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State’s Case in Death of George Floyd Is Going Even Better Than Expected, Says Dan Abrams


Dan Abrams, the chief legal analyst for ABC and the founder of Law&Crime, said Sunday that the prosecution’s case against fired Minneapolis police officer Derek Chauvin was even stronger than anticipated.

“I think it’s a stronger case than many even expected coming into this,” he said on the new episode of This Week. Abrams maintained that the state successfully addressed the use of force question through testimony of police witnesses. The prosecution also made progress on the “trickier” question of cause of death.

On the other hand, he said that the defense was going with a “dangerous” strategy in suggesting bystanders distracted police during the death of George Floyd.

“The defense’s pursuit of this claim that he was distracted is dangerous as a legal matter,” Abrams argued. “Why? Because you’re basically saying ‘I may have kept my knee on this man’s neck and may have potentially killed him because I was distracted.’ What kind of legal defense is that? It just doesn’t hold water.”

All told, he expected at least a hung jury, if not a conviction on any of the charges. He voiced doubt of an outright acquittal, but said that the main element the defense should focus on is cause of death.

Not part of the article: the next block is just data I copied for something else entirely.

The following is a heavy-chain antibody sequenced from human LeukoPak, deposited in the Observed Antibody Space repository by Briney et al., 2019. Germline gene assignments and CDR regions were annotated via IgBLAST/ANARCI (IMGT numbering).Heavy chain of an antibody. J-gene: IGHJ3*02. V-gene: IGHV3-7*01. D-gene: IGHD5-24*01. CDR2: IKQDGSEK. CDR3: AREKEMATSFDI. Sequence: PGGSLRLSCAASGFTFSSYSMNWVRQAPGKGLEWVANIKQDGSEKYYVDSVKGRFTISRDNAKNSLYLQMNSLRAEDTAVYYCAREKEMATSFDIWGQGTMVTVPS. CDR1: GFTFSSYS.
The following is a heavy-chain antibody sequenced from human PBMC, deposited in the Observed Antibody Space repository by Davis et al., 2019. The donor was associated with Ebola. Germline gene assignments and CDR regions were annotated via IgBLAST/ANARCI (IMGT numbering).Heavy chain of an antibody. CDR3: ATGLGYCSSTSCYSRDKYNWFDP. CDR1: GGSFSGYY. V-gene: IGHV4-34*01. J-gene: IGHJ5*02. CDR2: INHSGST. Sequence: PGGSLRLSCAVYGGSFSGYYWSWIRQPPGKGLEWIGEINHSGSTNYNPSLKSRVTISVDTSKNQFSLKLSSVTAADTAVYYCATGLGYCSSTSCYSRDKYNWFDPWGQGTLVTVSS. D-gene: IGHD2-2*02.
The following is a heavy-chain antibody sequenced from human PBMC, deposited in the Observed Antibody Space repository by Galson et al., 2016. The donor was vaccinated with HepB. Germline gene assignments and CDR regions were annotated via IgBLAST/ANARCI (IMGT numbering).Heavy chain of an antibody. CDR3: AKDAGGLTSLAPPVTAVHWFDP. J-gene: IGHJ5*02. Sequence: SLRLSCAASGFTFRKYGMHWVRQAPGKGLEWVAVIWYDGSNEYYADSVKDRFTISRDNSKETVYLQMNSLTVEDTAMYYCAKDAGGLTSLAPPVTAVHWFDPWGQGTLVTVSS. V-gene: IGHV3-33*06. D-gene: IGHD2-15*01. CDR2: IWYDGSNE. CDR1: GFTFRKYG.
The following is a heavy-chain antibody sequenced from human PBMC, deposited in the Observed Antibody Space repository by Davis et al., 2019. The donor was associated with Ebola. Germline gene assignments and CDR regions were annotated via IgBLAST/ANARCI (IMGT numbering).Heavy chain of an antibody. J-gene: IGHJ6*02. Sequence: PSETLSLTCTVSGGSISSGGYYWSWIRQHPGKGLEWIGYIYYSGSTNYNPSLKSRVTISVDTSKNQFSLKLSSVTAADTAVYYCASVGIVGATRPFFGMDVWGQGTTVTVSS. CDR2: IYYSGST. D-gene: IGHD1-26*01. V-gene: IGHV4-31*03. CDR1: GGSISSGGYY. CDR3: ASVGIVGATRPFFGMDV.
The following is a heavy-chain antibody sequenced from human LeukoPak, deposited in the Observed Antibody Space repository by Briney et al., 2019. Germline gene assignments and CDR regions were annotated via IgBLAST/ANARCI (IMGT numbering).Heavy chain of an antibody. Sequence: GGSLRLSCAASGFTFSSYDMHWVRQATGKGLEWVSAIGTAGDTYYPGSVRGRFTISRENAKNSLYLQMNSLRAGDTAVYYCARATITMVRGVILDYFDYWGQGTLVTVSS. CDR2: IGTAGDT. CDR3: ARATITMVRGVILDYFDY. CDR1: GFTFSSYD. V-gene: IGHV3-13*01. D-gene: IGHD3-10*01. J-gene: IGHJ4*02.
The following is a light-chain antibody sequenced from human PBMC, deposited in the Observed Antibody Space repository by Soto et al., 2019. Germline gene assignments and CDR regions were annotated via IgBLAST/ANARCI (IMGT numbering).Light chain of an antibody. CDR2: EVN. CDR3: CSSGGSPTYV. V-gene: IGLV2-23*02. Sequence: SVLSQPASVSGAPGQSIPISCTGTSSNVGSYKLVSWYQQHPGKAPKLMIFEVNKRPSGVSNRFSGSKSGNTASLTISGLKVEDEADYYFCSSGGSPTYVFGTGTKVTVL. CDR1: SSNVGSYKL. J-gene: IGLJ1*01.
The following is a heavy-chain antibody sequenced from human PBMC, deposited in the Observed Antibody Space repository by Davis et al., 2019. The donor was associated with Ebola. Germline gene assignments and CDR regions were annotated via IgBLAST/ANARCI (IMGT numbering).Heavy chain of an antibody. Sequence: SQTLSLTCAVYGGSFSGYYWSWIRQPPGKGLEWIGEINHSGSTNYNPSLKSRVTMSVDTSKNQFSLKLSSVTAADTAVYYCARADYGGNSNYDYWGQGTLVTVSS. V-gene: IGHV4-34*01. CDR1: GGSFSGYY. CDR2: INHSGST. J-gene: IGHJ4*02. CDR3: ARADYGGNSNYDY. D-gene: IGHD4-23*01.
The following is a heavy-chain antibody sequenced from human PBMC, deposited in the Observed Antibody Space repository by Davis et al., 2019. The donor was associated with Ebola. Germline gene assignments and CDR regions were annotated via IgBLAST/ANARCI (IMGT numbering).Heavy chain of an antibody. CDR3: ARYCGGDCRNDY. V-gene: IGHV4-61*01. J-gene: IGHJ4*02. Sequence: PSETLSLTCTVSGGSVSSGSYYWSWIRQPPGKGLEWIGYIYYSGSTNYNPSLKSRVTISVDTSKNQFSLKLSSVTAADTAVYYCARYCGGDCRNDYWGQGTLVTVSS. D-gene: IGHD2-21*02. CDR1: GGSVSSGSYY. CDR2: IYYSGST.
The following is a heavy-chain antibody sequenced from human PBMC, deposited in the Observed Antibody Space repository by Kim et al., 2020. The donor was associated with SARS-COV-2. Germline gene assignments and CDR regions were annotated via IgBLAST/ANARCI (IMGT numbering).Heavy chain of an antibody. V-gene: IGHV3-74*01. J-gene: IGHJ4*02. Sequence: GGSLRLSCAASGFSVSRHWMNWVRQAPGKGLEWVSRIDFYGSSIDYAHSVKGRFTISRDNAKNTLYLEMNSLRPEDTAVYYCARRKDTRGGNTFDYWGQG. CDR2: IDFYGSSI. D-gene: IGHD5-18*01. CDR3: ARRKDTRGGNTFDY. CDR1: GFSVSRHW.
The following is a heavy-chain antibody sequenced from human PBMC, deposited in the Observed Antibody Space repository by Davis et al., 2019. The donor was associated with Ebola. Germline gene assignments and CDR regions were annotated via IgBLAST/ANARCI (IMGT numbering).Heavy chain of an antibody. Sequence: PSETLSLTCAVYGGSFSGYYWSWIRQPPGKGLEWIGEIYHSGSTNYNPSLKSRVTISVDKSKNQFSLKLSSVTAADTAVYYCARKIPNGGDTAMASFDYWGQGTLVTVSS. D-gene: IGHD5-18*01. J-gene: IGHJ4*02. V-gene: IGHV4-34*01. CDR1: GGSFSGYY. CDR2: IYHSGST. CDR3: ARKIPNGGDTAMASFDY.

Nonetheless, Law&Crime Daily co-host Terri Austin, an attorney unaffiliated with the Floyd case, said that she would not be stunned if there was an acquittal, citing how historically it is difficult to convict police officers.

As seen on video, Chauvin, 44, knelt on the neck of Floyd, 46, during a fateful, fatal arrest on May 25, 2020 for the alleged use of a $20 counterfeit bill. Outraged bystanders called out officers for how they were treating the man, who increasingly became unresponsive.

Defense lawyer Eric Nelson highlighted the dynamic during opening statements, asserting that people diverted officers’ attention away from Floyd. That theme continued through sometimes tense cross-examination of the crowd members.

“There were potential pitfalls for the prosecution coming into this case that they seem to have avoided so far,” Abrams said. “Remember, two key legal questions. Number one is the reasonableness of the force. Number two is the cause of death.”

Abrams maintained that police witnesses, including Minneapolis Police Chief Medaria Arradondo and Los Angeles Police Department use of force expert Sgt. Jody Stiger, rendered the first legal question a “non-issue” through their stance that Chauvin’s kneeling was unreasonable.

The “trickier” question was cause of death, said Abrams. Dr. Andrew Baker, who performed the autopsy of Floyd, noted that the victim also had arteriosclerotic and hypertensive heart disease, and also fentanyl, and evidence of recent meth use. Though he found no evidence of strangulation or aspiration, he maintained that law enforcement restraint killed Floyd.

Abrams found Baker’s testimony to be stronger than the written report, benefiting the state.

[Screengrab via Law&Crime]

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